The performances of Skujyte are really impressive allowing her to participate at major championships as a shot putter but it turned out that they are not the absolute best. While preparing to follow the 2017 European Indoors I sought the best indoor performances in combined events and I stumbled upon the women's best pentathlon shot put. The official record is one by Eva Wilms with 20.27 m! This kindled my interest and I decide to look her up.

Eva Wilms, a west-german athlete, was essentially a shot putter. Her international career was really short, lasting from 1976 to 1980. Despite her impressive personal records of 21.43 m outdoors and 21.06 m indoors she could only manage one silver and two bronze european medals all of them indoors. But where things become interesting is when one realises that Wilms was also a excellent pentathlete.



Eva Wilms in shot put

Women's pentathlon is not a new event. In fact it was held for the first time in 1922 in the Women's Olympiad and comprised the events 60 m, 300 m, high jump and two-hand(!) javelin throw and shot put. It was soon replaced by a two-day event with shot put, long jump, 100 m, high jump and javelin throw. By 1949 the events became shot put, high jump, 200 m on the first day and 80m hurdles, long jump on the second. The order changed in 1961 to 80 m HD, shot put, high jump and long jump, 200m. Three major changes were introduced after 1969, 1976 and 1977. First, the 80 m HD was replaced by a 100 m HD, then the 200 m was replaced by a 800 m and in 1977 the pentathlon became a one-day event. Since the introduction of the heptathlon from 1981 the pentathlon remains only as an indoors event with the hurdles race being a 60 m one.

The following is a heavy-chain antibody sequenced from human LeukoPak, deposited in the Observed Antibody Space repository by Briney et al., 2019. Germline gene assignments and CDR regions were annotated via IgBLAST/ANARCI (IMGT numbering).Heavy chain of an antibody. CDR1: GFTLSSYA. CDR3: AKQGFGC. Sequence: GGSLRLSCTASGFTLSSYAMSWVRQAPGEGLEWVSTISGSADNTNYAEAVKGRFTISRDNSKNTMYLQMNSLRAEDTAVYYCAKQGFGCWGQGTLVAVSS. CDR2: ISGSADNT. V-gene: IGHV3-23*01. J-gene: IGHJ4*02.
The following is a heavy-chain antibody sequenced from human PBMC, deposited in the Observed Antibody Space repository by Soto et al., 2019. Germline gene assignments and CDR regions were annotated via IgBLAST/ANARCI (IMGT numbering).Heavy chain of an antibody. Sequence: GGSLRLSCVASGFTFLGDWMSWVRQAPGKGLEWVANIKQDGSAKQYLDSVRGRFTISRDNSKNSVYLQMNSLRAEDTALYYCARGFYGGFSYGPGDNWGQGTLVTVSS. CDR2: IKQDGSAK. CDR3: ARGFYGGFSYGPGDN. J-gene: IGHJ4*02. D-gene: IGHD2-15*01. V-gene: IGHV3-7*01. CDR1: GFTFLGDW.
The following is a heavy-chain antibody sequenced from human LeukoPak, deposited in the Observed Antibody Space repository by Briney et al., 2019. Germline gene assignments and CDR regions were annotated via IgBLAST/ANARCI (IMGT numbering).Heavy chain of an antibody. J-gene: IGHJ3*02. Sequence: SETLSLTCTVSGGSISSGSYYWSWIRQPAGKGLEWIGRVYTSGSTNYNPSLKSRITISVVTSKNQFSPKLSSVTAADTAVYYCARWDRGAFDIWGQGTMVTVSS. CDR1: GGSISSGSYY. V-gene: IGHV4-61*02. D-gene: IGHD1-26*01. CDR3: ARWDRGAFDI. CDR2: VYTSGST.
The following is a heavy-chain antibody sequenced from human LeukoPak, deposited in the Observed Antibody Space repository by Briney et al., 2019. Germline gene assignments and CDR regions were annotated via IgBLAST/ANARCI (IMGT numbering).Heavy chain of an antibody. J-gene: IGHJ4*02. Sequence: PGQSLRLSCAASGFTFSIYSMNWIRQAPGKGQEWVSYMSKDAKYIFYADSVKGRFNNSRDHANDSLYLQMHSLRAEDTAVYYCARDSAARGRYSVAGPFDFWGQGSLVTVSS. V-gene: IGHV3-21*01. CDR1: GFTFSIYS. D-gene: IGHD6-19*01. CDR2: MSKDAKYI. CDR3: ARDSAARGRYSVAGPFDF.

Another shot (no pun!) of E. Wilms